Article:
A little while back I posed the question "what is DevOps and why does it matter?" which prompted one reader to post the response: "The organisation you work for is too cheap to hire the proper level of staff, and dumps both development and admin responsibilities on the same person [so] now you have two jobs to do, but don't worry because your employer won't."
DevOps has been growing steadily: a year and a half ago a survey showed that 66 percent of organisations were either planning to have a DevOps strategy or were already implementing one - no doubt if you ran a similar survey today that figure would be much higher, even if DevOps itself may mean different things to different people.
So how fair is the suggestion that DevOps is really just a way of getting two jobs done by one pair of hands?
Certainly, if you have management "who don't care and just want to get more work for less money - and we know that does occur - that is not an easy situation", said Ovum's principal analyst for IT infrastructure, Michael Azoff.
However, developers faced with the responsibility of taking the applications that they have developed into production should still welcome that opportunity "even if they find that management is cynical and prone to abuse", he added.
Azoff said developers and operations people "need to be pragmatic and embrace the freedom to deploy into production that they will have now in the DevOps world", adding: "I would be amazed if organisations start sacking Ops people because they think the Dev people are going to start doing the Ops job as well. It just doesn't work like that."
Ovum's analyst for cloud and the development side of DevOps Laurent Lachal notes that what is often forgotten about DevOps is that, five years ago when DevOps was first developing as an idea it was a grass-roots movement, it came from the operations people, not the developers.
The operations people were saying they needed to apply "as much structure and determination as the developers applied when they created code". In other words, "operations needed to be treated like software code in terms of versioning, change management and automation", said Lachal.
In addition, the operations people were also saying that in order to learn from developers they needed to work closer together, he said, which meant that instead of "a wall between development and operations, there needed to be full co-operation."
The great example of this is Amazon Web Services, according to Lachal. "If you look at how its management structure is set up, it consists of teams of people and each of those teams is made up of operations people and development people. It is also a customer-centric approach where you start with a very basic product and you improve it based on customer feedback."
But many are still figuring out how to put this into practice.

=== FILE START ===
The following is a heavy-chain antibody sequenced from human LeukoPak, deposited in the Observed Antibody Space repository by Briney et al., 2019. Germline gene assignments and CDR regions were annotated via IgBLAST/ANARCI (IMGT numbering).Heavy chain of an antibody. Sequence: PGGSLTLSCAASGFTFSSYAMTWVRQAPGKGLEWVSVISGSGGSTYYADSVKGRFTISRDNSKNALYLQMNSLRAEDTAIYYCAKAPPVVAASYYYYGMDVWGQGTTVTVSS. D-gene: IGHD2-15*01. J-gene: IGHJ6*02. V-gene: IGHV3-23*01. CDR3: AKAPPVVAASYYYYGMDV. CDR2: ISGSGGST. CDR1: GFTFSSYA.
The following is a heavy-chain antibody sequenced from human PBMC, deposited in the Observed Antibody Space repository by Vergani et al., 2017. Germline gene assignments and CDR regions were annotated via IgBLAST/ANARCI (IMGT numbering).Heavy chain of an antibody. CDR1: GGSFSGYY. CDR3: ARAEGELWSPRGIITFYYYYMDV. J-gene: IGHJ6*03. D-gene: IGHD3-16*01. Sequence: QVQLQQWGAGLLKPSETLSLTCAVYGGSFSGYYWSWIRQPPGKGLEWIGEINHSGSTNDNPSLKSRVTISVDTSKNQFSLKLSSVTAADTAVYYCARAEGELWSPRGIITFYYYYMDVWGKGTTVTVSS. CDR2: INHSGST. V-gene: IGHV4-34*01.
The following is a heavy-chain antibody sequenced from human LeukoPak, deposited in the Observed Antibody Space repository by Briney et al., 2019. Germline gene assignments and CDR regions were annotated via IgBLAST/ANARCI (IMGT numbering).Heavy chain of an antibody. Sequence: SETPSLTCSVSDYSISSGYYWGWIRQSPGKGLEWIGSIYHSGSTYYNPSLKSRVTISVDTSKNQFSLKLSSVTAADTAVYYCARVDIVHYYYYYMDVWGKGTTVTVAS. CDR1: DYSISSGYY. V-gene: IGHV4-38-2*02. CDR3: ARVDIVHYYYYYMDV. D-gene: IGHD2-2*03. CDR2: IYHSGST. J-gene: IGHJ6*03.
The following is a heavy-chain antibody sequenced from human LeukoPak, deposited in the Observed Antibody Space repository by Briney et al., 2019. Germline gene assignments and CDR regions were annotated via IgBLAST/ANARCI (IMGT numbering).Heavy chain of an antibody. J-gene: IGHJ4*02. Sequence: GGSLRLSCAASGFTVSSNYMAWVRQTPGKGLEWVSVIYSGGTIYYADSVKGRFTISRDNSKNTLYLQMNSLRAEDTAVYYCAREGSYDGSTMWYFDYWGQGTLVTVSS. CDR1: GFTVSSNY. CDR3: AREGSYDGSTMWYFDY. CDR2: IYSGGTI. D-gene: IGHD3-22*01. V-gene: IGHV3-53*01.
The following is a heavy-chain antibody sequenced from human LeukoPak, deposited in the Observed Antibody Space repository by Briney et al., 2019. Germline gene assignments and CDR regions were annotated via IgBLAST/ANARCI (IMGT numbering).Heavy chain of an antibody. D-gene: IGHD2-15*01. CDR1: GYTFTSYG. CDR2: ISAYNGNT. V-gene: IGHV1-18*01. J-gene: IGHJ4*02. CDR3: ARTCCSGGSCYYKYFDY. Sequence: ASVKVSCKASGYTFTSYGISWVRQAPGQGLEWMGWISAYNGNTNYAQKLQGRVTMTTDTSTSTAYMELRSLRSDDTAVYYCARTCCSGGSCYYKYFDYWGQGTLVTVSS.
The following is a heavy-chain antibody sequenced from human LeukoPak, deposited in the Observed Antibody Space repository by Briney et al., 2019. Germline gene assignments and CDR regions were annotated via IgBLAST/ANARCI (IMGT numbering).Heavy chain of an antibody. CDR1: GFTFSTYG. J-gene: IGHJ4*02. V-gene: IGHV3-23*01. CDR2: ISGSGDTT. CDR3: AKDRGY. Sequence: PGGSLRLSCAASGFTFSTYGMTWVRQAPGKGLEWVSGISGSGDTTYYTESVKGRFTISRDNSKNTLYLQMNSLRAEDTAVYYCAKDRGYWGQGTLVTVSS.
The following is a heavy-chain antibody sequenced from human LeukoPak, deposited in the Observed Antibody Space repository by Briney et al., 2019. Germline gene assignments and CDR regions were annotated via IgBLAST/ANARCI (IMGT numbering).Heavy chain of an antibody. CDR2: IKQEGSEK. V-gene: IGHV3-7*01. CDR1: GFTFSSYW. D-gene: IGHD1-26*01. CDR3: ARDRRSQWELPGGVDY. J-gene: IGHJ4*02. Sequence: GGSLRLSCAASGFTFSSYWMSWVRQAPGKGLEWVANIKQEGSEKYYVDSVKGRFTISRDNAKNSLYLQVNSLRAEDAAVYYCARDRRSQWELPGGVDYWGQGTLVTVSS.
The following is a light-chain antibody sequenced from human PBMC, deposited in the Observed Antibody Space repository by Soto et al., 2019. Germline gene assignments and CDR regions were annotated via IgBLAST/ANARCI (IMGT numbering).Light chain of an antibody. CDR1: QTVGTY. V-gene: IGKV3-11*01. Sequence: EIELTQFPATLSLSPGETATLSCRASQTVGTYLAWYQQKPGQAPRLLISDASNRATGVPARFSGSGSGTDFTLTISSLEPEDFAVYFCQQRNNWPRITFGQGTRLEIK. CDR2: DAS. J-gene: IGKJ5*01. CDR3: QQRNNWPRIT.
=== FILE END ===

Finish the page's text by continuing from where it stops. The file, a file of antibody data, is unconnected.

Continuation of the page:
As Forrester principal analyst Amy DeMartine notes, DevOps is still a work in progress for many companies. "We are still getting there," she said, "but I think in ten years' time we are going to look back and think, 'Why did we do this any differently?'"
In fact, DeMartine believes in the future we will look back at the way we worked pre-DevOps as "a very stupid way of doing things".
But she acknowledged that a lot of the customers of IT are still at the very early stages of DevOps: "There is still a lot of discussion about, what is DevOps?" she said.
"Many staff in Ops think, 'Oh, good we can finally get rid of that Dev', while a lot of the Dev people are thinking, 'Oh good, I can finally get rid of the department of Ops'," she added, leading to a situation where language is a factor hampering progress.
"We favour the phrase 'continuous delivery' over DevOps, which is just one of the techniques that goes along with the tools and technology to create continuous delivery," she said.
And Georg von Sperling, the technology and DevOps evangelist at CA Technologies, believes that the fact that business leaders choose to "lay the entire development and operational responsibilities of the information technology roles upon a single person" is a symptom of their complete misunderstanding of DevOps and the role of IT within business altogether.
According to von Sperling, this is a bigger problem than most managers appear to realise since they are "likely going to be the ones that will be replaced by the digital disruptors within their space - and let's be clear on this: every industry has a digital disruptor either existing in their market or in development in their market".
DevOps doesn't work within the "traditional silos of 'run the business' and 'build the business', said von Spering, but instead shows that "highly specialised machinery, reduced work-in-progress, continuous feedback loops, communication and sharing are the paths to efficiency and effectiveness".
So, let Dev develop and Ops operate said von Sperling, and simultaneously tear down the walls.